Review: HBO’s Hacks will make you stand up and cheer

Carefully crafted new series starring Jean Smart as a legendary Vegas stand-up working with a Gen Z upstart delivers comedy gold



HACKS (Paul W. Downs, Lucia Aniello, Jen Statsky). All 10 episodes currently streaming on HBO Max and Crave. Rating: NNNNN


Of the dozens of things I’ve missed during the pandemic, near the top are live comedy and (don’t judge me) Las Vegas.

The brilliant HBO Max series Hacks, which finished its 10-episode first season last night, combines both these things in a glorious fashion. Veteran stand-up comic Deborah Vance (Jean Smart) is about to lose her long-running Las Vegas residency at the Palmetto, a fictional hotel and casino. To boost her career – and perhaps make her more relevant to younger audiences – her L.A. agent (co-creator Paul W. Downs) pairs her with Ava (Hannah Einbinder), a self-obsessed 25-year-old comedy writer who’s been cancelled after an edgy tweet and can no longer find work in Hollywood. (Warning: spoilers below.)

Odd couple premise

It’s an intriguing odd couple premise, illustrating generational differences about both life and comedy. Neither woman wants to work with the other. Deborah has always penned her own jokes and doesn’t think she can learn anything from someone she perceives as an entitled Gen Z’er. Ava, meanwhile, is initially contemptuous of a star she assumes has simply coasted on the same material for decades.

During the first couple of episodes, they grudgingly put up with each other, clinging to the familiar. Deborah, like the late Joan Rivers, takes any kind of paying gig – we see her hawking jewellery on QVC in the pilot – to maintain her luxurious lifestyle, which includes collecting items like $10,000 pepper shakers. Ava, who’s bisexual, obsesses over a recent breakup with a woman and misses everything about L.A.

Gradually the two start to respect each other. One of Ava’s tasks is to digitize Deborah’s archives, and she begins to get a sense of the woman’s achievements. We also start to see how their ambivalent relationships with their families – Deborah’s daughter, DJ (Kaitlin Olson), is a needy trainwreck with major issues, while Eva’s neurotic, insecure mom (Jane Adams) is coping with a husband who’s just had a stroke – feed into their comedy. And working together might be a way to deal with these unresolved issues.

Equal parts comedy and drama

The show runners – whose credits include Broad City, Nora From Queens and The Good Place – find an appealing tone that’s equal parts comedy and drama. A subplot about the women’s agent and his new assistant (viral comic Megan Stalter) feels almost like slapstick, but the way DJ is handled – particularly in Olson’s hair-trigger performance – verges on tragicomedy. In a mid-season episode in which Deborah gets plastic surgery, the procedure is approached as a fact of life, not something shameful. And as the series goes on, the women’s relationship grows deeper and more complex.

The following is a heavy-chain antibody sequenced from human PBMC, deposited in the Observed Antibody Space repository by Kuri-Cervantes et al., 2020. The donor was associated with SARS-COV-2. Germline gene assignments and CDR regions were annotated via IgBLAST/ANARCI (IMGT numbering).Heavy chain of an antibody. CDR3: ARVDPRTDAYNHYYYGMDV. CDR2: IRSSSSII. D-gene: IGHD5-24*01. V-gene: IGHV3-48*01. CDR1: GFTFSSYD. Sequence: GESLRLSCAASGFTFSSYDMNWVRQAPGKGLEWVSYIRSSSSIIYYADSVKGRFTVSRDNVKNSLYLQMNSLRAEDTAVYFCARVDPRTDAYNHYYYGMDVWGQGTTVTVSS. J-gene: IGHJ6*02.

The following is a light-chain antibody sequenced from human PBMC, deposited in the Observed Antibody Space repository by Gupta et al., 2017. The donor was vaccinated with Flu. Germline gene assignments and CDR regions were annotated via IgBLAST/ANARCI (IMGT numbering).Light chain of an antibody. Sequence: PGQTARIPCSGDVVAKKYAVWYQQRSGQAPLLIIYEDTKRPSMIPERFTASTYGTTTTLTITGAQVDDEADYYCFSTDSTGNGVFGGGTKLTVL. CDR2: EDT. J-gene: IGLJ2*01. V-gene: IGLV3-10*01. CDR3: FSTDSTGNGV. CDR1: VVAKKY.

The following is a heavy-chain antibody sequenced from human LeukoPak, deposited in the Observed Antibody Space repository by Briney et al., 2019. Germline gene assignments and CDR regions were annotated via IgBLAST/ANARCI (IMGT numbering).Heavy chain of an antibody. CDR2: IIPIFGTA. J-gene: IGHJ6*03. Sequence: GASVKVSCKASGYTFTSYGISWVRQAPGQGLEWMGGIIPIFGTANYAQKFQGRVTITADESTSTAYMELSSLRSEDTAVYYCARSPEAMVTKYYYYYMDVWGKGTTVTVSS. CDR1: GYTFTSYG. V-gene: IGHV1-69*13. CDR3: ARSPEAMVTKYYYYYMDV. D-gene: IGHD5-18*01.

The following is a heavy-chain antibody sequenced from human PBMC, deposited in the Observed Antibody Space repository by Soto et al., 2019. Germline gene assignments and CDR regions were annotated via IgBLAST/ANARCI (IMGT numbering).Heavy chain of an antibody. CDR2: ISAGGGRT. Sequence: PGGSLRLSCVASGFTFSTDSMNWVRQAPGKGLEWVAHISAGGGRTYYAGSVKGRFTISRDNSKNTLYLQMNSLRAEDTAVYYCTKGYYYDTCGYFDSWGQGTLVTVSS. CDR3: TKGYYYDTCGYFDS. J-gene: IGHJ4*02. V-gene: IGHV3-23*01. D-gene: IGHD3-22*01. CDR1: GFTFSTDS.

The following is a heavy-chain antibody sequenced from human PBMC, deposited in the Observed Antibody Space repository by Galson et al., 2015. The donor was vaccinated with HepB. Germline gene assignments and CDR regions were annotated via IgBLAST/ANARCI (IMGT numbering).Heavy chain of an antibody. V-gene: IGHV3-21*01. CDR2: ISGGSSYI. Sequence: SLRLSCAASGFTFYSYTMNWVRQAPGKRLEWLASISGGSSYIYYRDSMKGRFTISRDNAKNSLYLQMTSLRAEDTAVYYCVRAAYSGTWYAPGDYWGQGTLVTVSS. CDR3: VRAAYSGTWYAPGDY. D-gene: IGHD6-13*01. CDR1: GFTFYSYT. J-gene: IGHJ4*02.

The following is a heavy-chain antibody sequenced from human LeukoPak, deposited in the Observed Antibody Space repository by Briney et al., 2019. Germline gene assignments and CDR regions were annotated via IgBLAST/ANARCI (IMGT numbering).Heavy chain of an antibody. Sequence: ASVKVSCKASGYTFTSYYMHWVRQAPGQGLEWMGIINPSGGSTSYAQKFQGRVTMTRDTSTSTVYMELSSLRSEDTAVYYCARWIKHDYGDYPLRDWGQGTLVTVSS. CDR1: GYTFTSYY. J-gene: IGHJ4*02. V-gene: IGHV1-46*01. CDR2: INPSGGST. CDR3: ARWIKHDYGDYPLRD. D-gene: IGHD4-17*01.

What’s so satisfying is how carefully crafted the show is. One of Ava’s early jokes about listening to a voice mail – a millennial’s worst fear – is echoed a few episodes later when she has to deal with a voice message. And a quick line about using a diva cup makes a surprise appearance in the penultimate episode.

Einbinder exudes a combination of vulnerability and defensiveness, and she delivers her oh-so-clever one-liners with an authentic air of self-mockery. Smart, meanwhile, is fully believable as an entertainer of a certain age who can spew venom one moment and then appear warm – but never cuddly. It tells you a lot about her that even though she’s got a full-time staff, but she’s not above replacing the carbon dioxide tank on her kitchen’s restaurant-grade fountain drink dispenser.

Emotional high point

The series’ emotional high point comes in the ninth episode, when Deborah, doing an interview about a new act she’s worked on with Ava, reflects on her independence and the dangers of relying too much on others. Smart lets you see the bittersweet truth in this statement, the cost to Deborah’s personal life and the rewards to her career.

Although the final episode is devoted to Deborah’s new act, it was a brilliant decision not to show any of the jokes. The series has just been renewed, and much of the second season will presumably consist of Deborah and Ava on the road working on the act.

As they say in Vegas, I’m all in.

@glennsumi

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